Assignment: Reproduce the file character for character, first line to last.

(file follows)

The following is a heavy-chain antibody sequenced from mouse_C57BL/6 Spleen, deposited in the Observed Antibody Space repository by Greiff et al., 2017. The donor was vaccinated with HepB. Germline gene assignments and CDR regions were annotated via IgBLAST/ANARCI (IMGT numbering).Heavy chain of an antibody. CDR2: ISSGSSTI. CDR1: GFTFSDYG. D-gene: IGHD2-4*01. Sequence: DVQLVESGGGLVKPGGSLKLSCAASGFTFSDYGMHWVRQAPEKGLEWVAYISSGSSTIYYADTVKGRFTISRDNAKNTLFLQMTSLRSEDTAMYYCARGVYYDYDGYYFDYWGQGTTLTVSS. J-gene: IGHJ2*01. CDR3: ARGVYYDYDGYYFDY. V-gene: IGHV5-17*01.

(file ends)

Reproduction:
The following is a heavy-chain antibody sequenced from mouse_C57BL/6 Spleen, deposited in the Observed Antibody Space repository by Greiff et al., 2017. The donor was vaccinated with HepB. Germline gene assignments and CDR regions were annotated via IgBLAST/ANARCI (IMGT numbering).Heavy chain of an antibody. CDR2: ISSGSSTI. CDR1: GFTFSDYG. D-gene: IGHD2-4*01. Sequence: DVQLVESGGGLVKPGGSLKLSCAASGFTFSDYGMHWVRQAPEKGLEWVAYISSGSSTIYYADTVKGRFTISRDNAKNTLFLQMTSLRSEDTAMYYCARGVYYDYDGYYFDYWGQGTTLTVSS. J-gene: IGHJ2*01. CDR3: ARGVYYDYDGYYFDY. V-gene: IGHV5-17*01.